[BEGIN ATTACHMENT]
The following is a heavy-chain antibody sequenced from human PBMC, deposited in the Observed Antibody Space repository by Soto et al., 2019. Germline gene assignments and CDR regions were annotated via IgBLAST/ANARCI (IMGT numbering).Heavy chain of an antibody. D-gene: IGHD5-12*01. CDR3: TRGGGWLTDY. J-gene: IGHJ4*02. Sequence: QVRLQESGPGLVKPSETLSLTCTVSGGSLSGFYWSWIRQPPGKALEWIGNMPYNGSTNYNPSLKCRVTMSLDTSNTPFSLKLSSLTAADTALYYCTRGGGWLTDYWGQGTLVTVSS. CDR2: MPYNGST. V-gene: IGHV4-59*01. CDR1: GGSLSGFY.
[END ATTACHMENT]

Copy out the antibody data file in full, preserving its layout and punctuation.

The following is a heavy-chain antibody sequenced from human PBMC, deposited in the Observed Antibody Space repository by Soto et al., 2019. Germline gene assignments and CDR regions were annotated via IgBLAST/ANARCI (IMGT numbering).Heavy chain of an antibody. D-gene: IGHD5-12*01. CDR3: TRGGGWLTDY. J-gene: IGHJ4*02. Sequence: QVRLQESGPGLVKPSETLSLTCTVSGGSLSGFYWSWIRQPPGKALEWIGNMPYNGSTNYNPSLKCRVTMSLDTSNTPFSLKLSSLTAADTALYYCTRGGGWLTDYWGQGTLVTVSS. CDR2: MPYNGST. V-gene: IGHV4-59*01. CDR1: GGSLSGFY.